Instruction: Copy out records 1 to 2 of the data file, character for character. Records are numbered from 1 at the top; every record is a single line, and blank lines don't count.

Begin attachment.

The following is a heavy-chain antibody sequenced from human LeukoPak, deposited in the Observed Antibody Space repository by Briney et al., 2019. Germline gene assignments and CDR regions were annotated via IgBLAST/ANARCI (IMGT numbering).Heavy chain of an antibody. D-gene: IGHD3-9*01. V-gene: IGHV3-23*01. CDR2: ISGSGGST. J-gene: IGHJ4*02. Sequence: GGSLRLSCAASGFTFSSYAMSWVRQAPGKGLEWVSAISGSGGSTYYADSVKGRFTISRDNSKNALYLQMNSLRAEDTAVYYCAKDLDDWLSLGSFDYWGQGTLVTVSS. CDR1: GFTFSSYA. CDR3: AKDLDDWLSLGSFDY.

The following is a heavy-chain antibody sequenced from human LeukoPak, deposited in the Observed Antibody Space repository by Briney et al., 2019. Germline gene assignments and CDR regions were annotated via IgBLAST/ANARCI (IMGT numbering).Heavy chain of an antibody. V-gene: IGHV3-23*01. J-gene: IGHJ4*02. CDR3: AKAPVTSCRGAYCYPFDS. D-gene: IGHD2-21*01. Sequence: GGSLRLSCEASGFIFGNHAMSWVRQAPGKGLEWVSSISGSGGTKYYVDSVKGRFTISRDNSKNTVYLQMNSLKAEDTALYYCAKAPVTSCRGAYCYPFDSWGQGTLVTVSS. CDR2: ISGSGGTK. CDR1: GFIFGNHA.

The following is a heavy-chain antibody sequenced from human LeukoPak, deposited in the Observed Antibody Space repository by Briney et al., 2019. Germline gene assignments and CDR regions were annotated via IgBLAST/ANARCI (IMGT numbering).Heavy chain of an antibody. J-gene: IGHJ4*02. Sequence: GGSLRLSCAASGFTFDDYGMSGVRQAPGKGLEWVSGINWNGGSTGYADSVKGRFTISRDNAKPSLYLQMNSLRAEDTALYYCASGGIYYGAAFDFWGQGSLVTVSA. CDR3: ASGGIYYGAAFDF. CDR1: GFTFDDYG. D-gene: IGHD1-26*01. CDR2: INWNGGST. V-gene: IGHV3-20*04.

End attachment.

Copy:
The following is a heavy-chain antibody sequenced from human LeukoPak, deposited in the Observed Antibody Space repository by Briney et al., 2019. Germline gene assignments and CDR regions were annotated via IgBLAST/ANARCI (IMGT numbering).Heavy chain of an antibody. D-gene: IGHD3-9*01. V-gene: IGHV3-23*01. CDR2: ISGSGGST. J-gene: IGHJ4*02. Sequence: GGSLRLSCAASGFTFSSYAMSWVRQAPGKGLEWVSAISGSGGSTYYADSVKGRFTISRDNSKNALYLQMNSLRAEDTAVYYCAKDLDDWLSLGSFDYWGQGTLVTVSS. CDR1: GFTFSSYA. CDR3: AKDLDDWLSLGSFDY.

The following is a heavy-chain antibody sequenced from human LeukoPak, deposited in the Observed Antibody Space repository by Briney et al., 2019. Germline gene assignments and CDR regions were annotated via IgBLAST/ANARCI (IMGT numbering).Heavy chain of an antibody. V-gene: IGHV3-23*01. J-gene: IGHJ4*02. CDR3: AKAPVTSCRGAYCYPFDS. D-gene: IGHD2-21*01. Sequence: GGSLRLSCEASGFIFGNHAMSWVRQAPGKGLEWVSSISGSGGTKYYVDSVKGRFTISRDNSKNTVYLQMNSLKAEDTALYYCAKAPVTSCRGAYCYPFDSWGQGTLVTVSS. CDR2: ISGSGGTK. CDR1: GFIFGNHA.